And the ability to pay attention not only underpins kind of ways of thinking that are pretty obvious, contemplativeness, reflection, introspection, all of those kind of solitary ways of thinking, but what we know from brain studies is that the ability to pay attention also is very important for our ability to build memories, to transfer information from our short-term memory to our long-term memory. And only when we do that do we weave new information into everything else we have stored in our brains. All the other facts we’ve learned, all the other experiences we’ve had, emotions we’ve felt. And that’s how you build, I think, a rich intellect and a rich intellectual life."

Friday, January 21, 2011

cyberlinks

---Slavoj Zizek analyzes Children of Men

---a Saul Bass short about creativity

---revisiting Ferris Bueller:

"Ferris has mastered a technology newly emergent in the 1980s: the combination of computers, telephones, and digital audio sampling. We see answering machines that Ferris has rigged to play false messages; we see his stereo amplifying digital samples of his coughs and snores to create the illusion that he’s at home in bed. The director Hughes has cleverly divined what this new technology will come to be used for; it is for not being there. A few years after the movie, one imagines, Ferris will start a company that designs phone trees and voicemail systems; he will be a millionaire by 1990.The frustration, the sense of having been hoaxed, that is felt by the dean of students when he realizes that he isn’t really listening to Ferris through the intercom of the Bueller family home but only to a recording of Ferris, delivered to the intercom by a computer—you felt the same frustration yesterday when you dialed your health insurer and were led into a maze of cheerful, obtuse recorded voices that by design denied you an opportunity to say what had made you angry enough to call."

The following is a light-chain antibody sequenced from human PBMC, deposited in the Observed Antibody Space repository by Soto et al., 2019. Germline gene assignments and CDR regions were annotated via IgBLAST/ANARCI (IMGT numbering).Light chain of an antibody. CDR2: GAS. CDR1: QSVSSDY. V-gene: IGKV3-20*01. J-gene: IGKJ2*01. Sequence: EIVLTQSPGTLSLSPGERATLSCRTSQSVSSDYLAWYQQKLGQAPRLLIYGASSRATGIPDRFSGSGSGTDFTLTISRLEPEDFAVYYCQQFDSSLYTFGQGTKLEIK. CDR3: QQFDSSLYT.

---visions of Kubrick's The Shining

---time for a tech detox?

---Apple's war against self-repair

---cyberlocker theft and NYPD policemen exposed to the wrong film

---John Carpenter returns to direct The Ward (which oddly resembles Sucker Punch)

---Sean Grady's A Century of Film

---Google's vision of augmented humanity:

"In a speech last September at the IFA consumer electronics fair in Berlin, Schmidt talked about “the age of augmented humanity,” a time when computers remember things for us, when they save us from getting lost, lonely, or bored, and when “you really do have all the world’s information at your fingertips in any language”—finally fulfilling Bill Gates’ famous 1990 forecast. This future, Schmidt says, will soon be accessible to everyone who can afford a smartphone—one billion people now, and as many as four billion by 2020, in his view.

It’s not that phones themselves are all that powerful, at least compared to laptop or desktop machines. But more and more of them are backed up by broadband networks that, in turn, connect to massively distributed computing clouds (some of which, of course, are operated by Google). “It’s like having a supercomputer in your pocket,” Schmidt said in Berlin. “When we do voice translation, when we do picture identification, all [the smartphone] does is send a request to the supercomputers that then do all the work.”

---in an interview, Evgeny Morozov questions how much Google should make choices for us:

"there is a quote from Eric Schmidt, the Google CEO, where he says that what you expect from Google is not to show you what your choices are, but to make the choices on your behalf. So it is interesting: it brings you to the question of agency and free will, and even if free will is being commodified."

---Adam Cosco argues in favor of Teddy Daniels (Leonardo DiCaprio) really being the marshall he thinks he is in Shutter Island (not how I remember the book by Dennis Lehane)